Māori soldiers sail to war

14 February 1915

Maori Contingent departure, 1915 (Alexander Turnbull Library, 1/2-091150-F)

Imperial policy initially prevented ‘native peoples’ fighting in a war between European powers. They might cause embarrassment by expecting equal treatment with European soldiers, or even turn on their colonial masters.

When it was suggested that Māori be sent to garrison the newly captured German colony of Samoa, New Zealand Administrator Robert Logan warned that this might provoke the Samoan population. Instead, a Maori Contingent of about 500 men left Wellington for Egypt aboard the SS Warrimoo on 14 February 1915.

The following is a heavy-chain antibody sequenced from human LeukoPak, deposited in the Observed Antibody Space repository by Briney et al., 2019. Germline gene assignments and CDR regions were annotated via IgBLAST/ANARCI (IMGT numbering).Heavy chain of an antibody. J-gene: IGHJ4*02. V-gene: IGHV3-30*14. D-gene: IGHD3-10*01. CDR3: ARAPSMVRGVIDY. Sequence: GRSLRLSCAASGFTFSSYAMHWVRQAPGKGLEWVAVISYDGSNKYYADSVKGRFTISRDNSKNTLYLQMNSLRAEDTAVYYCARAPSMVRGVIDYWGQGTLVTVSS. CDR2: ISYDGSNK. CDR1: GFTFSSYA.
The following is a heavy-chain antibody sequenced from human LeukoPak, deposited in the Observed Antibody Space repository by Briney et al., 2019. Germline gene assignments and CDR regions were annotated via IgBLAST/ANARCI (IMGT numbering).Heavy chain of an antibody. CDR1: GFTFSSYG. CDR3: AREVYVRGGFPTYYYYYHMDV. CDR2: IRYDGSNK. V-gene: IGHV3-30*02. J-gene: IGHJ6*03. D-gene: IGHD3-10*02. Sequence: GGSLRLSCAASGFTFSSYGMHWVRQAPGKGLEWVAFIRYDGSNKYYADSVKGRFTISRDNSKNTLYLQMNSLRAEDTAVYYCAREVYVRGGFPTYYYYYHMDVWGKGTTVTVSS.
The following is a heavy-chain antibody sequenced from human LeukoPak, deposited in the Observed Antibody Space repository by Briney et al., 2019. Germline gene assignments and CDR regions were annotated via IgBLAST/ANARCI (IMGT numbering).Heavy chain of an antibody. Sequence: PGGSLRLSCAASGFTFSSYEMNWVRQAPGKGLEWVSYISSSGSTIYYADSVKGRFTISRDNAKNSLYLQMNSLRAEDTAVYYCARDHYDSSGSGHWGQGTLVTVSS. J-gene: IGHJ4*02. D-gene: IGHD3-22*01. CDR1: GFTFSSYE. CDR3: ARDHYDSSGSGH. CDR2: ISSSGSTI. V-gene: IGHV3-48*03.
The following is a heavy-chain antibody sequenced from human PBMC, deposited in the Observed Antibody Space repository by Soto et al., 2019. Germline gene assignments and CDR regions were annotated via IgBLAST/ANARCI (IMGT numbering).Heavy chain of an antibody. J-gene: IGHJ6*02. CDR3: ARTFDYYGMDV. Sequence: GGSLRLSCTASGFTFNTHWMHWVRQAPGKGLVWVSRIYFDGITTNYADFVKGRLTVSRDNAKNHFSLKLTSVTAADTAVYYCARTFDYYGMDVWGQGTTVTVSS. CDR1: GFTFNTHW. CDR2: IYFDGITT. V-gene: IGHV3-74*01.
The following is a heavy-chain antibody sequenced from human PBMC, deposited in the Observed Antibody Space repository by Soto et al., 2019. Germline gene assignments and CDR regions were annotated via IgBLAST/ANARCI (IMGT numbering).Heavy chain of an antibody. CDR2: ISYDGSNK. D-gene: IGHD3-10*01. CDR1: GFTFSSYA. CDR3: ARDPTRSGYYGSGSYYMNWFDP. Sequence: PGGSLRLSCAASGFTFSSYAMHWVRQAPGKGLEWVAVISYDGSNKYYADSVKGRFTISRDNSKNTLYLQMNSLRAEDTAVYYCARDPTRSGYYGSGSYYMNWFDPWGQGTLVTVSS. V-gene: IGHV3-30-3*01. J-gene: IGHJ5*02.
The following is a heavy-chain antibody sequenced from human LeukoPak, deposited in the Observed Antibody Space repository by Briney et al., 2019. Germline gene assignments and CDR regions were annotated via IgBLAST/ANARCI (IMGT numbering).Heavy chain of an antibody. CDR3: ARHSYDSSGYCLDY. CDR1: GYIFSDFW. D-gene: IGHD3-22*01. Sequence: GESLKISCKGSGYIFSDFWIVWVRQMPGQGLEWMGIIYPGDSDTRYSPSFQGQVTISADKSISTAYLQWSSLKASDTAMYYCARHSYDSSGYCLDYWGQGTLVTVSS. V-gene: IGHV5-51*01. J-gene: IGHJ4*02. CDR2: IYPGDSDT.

Māori had mixed views about the First World War. Many supported the war effort and wanted to join up. Others did not want to fight for the British Crown, which had done much harm to Māori communities in the 19th century. The varied reactions reflected iwi’s (tribes’) varying experiences in the previous century.

The official policy regarding the use of ‘native peoples’ changed as casualties mounted and the need for reinforcements grew more pressing. The Maori Contingent had a combat role at Gallipoli before being converted into a Pioneer Battalion to serve on the Western Front, mainly digging trenches and undertaking other labouring duties.

By the end of the war, 2227 Māori and 458 Pacific Islanders had served in the Maori (Pioneer) Battalion. Of these, 336 died on active service and 734 were wounded. Māori also enlisted (and died) in other units of the New Zealand Expeditionary Force.